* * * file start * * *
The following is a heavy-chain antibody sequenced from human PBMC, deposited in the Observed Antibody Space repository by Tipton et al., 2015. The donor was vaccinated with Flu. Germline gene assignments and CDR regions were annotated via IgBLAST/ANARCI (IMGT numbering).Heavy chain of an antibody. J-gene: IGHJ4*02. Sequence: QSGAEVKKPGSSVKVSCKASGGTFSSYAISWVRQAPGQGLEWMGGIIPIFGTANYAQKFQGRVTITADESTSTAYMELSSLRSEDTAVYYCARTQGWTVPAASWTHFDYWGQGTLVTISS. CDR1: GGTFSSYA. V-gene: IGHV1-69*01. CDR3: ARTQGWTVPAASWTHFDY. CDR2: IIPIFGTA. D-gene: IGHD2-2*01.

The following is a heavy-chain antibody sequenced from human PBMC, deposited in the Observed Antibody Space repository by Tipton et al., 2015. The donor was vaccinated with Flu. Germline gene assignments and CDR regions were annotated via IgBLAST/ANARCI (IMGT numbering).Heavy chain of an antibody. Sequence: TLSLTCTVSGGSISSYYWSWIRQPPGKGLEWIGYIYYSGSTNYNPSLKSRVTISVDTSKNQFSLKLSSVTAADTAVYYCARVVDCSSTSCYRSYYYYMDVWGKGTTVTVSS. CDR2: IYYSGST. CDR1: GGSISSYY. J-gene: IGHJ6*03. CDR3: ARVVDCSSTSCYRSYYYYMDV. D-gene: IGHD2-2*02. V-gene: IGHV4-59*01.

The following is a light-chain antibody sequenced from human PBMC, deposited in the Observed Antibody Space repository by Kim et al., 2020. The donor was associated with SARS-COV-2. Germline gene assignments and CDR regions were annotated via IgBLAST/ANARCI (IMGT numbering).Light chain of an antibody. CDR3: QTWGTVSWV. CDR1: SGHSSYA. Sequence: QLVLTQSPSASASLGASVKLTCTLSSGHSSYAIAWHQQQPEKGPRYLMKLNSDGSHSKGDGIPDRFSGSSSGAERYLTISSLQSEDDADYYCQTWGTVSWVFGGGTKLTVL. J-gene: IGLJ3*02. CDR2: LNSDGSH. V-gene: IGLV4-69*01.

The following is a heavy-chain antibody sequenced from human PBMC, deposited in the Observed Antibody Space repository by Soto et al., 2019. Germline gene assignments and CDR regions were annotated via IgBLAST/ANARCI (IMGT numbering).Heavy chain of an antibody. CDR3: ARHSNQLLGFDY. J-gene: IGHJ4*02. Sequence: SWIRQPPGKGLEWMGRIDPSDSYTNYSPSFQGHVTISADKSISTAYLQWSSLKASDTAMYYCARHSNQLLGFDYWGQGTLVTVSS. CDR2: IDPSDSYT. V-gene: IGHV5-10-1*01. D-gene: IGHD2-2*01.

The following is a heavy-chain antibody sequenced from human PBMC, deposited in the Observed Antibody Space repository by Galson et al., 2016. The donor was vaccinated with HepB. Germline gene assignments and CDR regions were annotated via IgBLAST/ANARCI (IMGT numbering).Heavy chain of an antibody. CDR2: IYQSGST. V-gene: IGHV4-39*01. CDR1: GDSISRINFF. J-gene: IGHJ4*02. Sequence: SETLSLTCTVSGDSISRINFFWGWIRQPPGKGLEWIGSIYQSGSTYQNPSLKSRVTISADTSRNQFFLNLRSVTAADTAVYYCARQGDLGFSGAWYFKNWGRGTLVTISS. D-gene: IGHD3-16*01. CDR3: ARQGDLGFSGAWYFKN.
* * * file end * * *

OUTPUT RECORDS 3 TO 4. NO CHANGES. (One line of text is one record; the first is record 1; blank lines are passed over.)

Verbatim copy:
The following is a light-chain antibody sequenced from human PBMC, deposited in the Observed Antibody Space repository by Kim et al., 2020. The donor was associated with SARS-COV-2. Germline gene assignments and CDR regions were annotated via IgBLAST/ANARCI (IMGT numbering).Light chain of an antibody. CDR3: QTWGTVSWV. CDR1: SGHSSYA. Sequence: QLVLTQSPSASASLGASVKLTCTLSSGHSSYAIAWHQQQPEKGPRYLMKLNSDGSHSKGDGIPDRFSGSSSGAERYLTISSLQSEDDADYYCQTWGTVSWVFGGGTKLTVL. J-gene: IGLJ3*02. CDR2: LNSDGSH. V-gene: IGLV4-69*01.

The following is a heavy-chain antibody sequenced from human PBMC, deposited in the Observed Antibody Space repository by Soto et al., 2019. Germline gene assignments and CDR regions were annotated via IgBLAST/ANARCI (IMGT numbering).Heavy chain of an antibody. CDR3: ARHSNQLLGFDY. J-gene: IGHJ4*02. Sequence: SWIRQPPGKGLEWMGRIDPSDSYTNYSPSFQGHVTISADKSISTAYLQWSSLKASDTAMYYCARHSNQLLGFDYWGQGTLVTVSS. CDR2: IDPSDSYT. V-gene: IGHV5-10-1*01. D-gene: IGHD2-2*01.